Ok, now for my crazy scary experience! I have never in my life been such a whiny, scared, pathetic little girl as when this happened to me two nights ago. Mark was asleep and all the girls still awake playing cards. I was exhausted so decided it was time for bed. After brushing my teeth and collecting my things, I took off my house shoes and pulled open my mosquito net, foot up and ready to hop in. Just as I was about to put my foot on the bed, I saw it! The most disgusting, biggest, CRUNCHIEST looking bug I have ever seen in my life!!! I've seen big bugs here (bigger than anywhere else I've experienced) but not in my bed! I let out a pathetic squeal and jumped back, nearly falling. I threw on my shoes and ran out to the girls in the living room, hysterical, saying they had to come see this and help me. They thought I was being pretty ridiculous and reluctantly followed me to my room. Once they saw the bug, though, they freaked out too! Honestly, this bug was the size of a small hand. Easily four inches long, two inches wide, and very thick around! It looked like the ugliest cricket ever with the big bent hind legs, but it was the coloring of a cockroach and had four gnarly looking pinches in the rear. It had wings, but didn't fly well. The scariest thing was that he had gotten INSIDE my mosquito net! In my bed! Oh man, creeps me out just thinking about it. I was freaking out and didn't know how to approach the situation, I just knew I desperately wanted him out of my bed! I didn't want to squish it because it looked like it would make a wicked mess. I also didn't want to grab it, though, because it looks like it could pinch or bite. I told the girls they had to help me figure this out. CuRi ran out of the room and came back with her camera, bug spray, and a fly swatter. I couldn't help but laugh at the absurdness. Not only would it take a whole bottle of spray to poison the monstrous thing, but I didn't want my bed covered in deet! And the fly swatter? Yea right! The camera was brilliant, though, and it was necessary to take a video of us wussy girls and pictures of the alien bug. (I hope to post a picture of the nasty thing!) We did try to swat it, but it merely made him flip over and he'd jump right back up (which was scary). We tried waking up Mark, but he refused to wake up because he thought we were being stupid. I found a bag that I figured I could grab it with and bring it outside, but the girls said they wanted it dead. Meanwhile, the bug is climbing all over my bed, in and out of the sheet and my pillows (EWWW!). Finally, we decided the help of a professional. We went out to the night guard and told him we needed help with a bug. He started laughing but was happy to come in and help us. Marielle ran into the kitchen and refused to watch. The rest of us followed him in but when he boldly grabbed the bug with no hesitation, we all ran out of the room screaming. He was getting SUCH a kick out of us!! (We were being completely ridiculous.) On his way out of the house, bug in hand, he pretended to throw it at us which just made us freak out more. We thanked him profusely for “saving our lives” and brought him out an orange, bug spray, and water. He was grateful but thought we were pretty ridiculous. I promptly got a clean sheet and made up the spare bed in CuRi's room with a clean net, refusing to get into my bed until I could wash everything on my bed and check my room for a colony (which I never found). Everyone, except me, had crazy nightmares about the little bugger.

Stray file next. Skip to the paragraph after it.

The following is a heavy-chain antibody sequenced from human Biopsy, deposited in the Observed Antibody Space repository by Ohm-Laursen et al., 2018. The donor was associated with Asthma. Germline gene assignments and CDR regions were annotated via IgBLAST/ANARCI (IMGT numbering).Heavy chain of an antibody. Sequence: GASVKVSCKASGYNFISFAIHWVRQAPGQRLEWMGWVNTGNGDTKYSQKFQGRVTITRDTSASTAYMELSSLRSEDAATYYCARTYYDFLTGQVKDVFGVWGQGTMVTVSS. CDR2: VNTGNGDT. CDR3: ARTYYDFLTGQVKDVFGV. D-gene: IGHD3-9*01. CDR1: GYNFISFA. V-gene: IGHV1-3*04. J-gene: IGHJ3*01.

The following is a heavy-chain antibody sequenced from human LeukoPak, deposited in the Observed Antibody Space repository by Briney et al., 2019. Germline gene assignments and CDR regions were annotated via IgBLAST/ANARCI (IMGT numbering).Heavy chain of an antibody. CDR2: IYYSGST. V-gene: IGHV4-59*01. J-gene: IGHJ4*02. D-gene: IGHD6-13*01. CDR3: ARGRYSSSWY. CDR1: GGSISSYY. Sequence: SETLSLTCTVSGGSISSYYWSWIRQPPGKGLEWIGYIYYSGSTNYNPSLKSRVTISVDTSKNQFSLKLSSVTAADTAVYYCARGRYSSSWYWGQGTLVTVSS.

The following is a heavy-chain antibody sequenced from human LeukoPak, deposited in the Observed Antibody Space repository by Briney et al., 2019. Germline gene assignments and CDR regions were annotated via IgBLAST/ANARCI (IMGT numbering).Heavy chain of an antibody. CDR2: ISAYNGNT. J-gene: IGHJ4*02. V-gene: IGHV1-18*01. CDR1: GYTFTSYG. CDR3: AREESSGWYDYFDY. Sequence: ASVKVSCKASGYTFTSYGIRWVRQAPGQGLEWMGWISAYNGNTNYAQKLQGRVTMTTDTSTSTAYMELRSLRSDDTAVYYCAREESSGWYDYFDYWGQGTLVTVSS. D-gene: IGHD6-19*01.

We told everyone the story the next day and, come to find out, they eat those things! They call them “panga” and (typically) boys will go searching in the cockroach holes and pull out a bunch at once. They drop them into water for ten minutes to drown them and saturate them, then fry them up in oil. It's extra yummy, apparently, over rice. Hmmm, interesting. They said it tastes like corn on the cob. I don't think I'll be trying that local dish...